The VCP also implicitly acknowledges the threat social media and online sources of information pose to “national defense”, and similar to other authoritarian, one-party states, conflates Party security with national security. A cybersecurity law that sparked nationwide protests in 2018 went into effect at the beginning of 2019, and the end of 2019 has seen an upsurge of Vietnamese citizens arrested for writing Facebook posts critical of the communist regime.
According to the white paper, Communist Vietnam’s defense spending totaled approximately 5.8 billion USD in 2018, equivalent to 2.3 percent of GDP, an increase from 2.23 percent in 2010. For comparison, the United States spends 3.2 percent of GDP on defense, while China spends only 1.9 percent.
The full English copy of Communist Vietnam’s 2019 defense white paper can be found here, courtesy of Carlyle Thayer, emeritus professor at The University of New South Wales, Canberra.
Communist Vietnam is also set to assume the rotating chairmanship of the Association of Southeast Asian Nations (ASEAN) from 2020-2021, where according to Thayer, the country will be “in a position to exert strong leadership on Code of Conduct issues [in the East Sea] through bilateral consultations with other ASEAN members and by setting the agenda and issuing the Chairman’s statement at all relevant ASEAN meetings and at all ASEAN Plus meetings.”
Though ideologically aligned with China, Communist Vietnam has often been the lone member of ASEAN to speak up forcefully against Chinese activities in the East Sea, a trend which looks to continue. Vietnam’s deputy foreign minister, Nguyen Quoc Dung, commented at a lecture at The Institute of Southeast Asian Studies in Singapore that he “hope[s…] during our chairmanship China will show restraint and refrain from these activities [that violate Vietnam’s Exclusive Economic Zone],” adding that “it wasn’t that other ASEAN countries supported China’s actions, but that they did not protest in the same way.”
The ASEAN chairmanship rotates through its ten members annually, in alphabetical order. Communist Vietnam last served in the position in 2010.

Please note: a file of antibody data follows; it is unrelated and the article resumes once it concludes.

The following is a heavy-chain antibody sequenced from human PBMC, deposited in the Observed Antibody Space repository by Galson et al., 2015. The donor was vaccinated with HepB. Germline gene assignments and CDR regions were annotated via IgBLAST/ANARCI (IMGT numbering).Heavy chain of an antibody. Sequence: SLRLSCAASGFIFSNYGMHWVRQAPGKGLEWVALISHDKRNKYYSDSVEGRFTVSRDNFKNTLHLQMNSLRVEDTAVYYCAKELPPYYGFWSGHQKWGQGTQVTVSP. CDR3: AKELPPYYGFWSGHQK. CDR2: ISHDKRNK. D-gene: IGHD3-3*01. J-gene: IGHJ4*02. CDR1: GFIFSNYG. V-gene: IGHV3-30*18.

Concurrently, 2020 will also see Communist Vietnam serve as a non-permanent member of the UN Security Council (UNSC), a position which it bid on and won by unanimous vote. The two-year term will begin in January 2020, and joining the country on the UNSC will be Estonia, Niger, Saint Vincent and Grenadines, and Tunisia.
According to The Diplomat, “during [Vietnam’s] campaign for the seat and in comments thereafter, officials have indicated that [their goals] would generally include areas such as promoting sustainable development and advancing preventive diplomacy, drawing on Vietnam’s own historical experience with war and peace as well as contemporary events such as its hosting of the second Trump-Kim summit.” Communist Vietnam last held a seat on the UNSC in 2008-2009.
Vietnamese Activists React to Facebook Taking Down “Anti-state” Posts
Religion Bulletin – February 2020
Religion Bulletin – January 2020
Ho Duy Hai’s Case Reaffirmed, Sentenced to Death Again
Ho Duy Hai’s Cassation Trial
Vietnam: Putting Up with Facebook
Vietnam Reports Zero COVID-19 Deaths – Drawing Praise and Scrutiny
Report on Freedom of Religion in Vietnam – December 2019
Report on Freedom of Religion in Vietnam – November 2019
Report on Freedom of Religion in Vietnam – October 2019
Ho Duy Hai’s Cassation Trial
Ho Duy Hai’s Case Reaffirmed, Sentenced to Death Again
Vietnamese Activists React to Facebook Taking Down “Anti-state” Posts
Vietnam: Putting Up with Facebook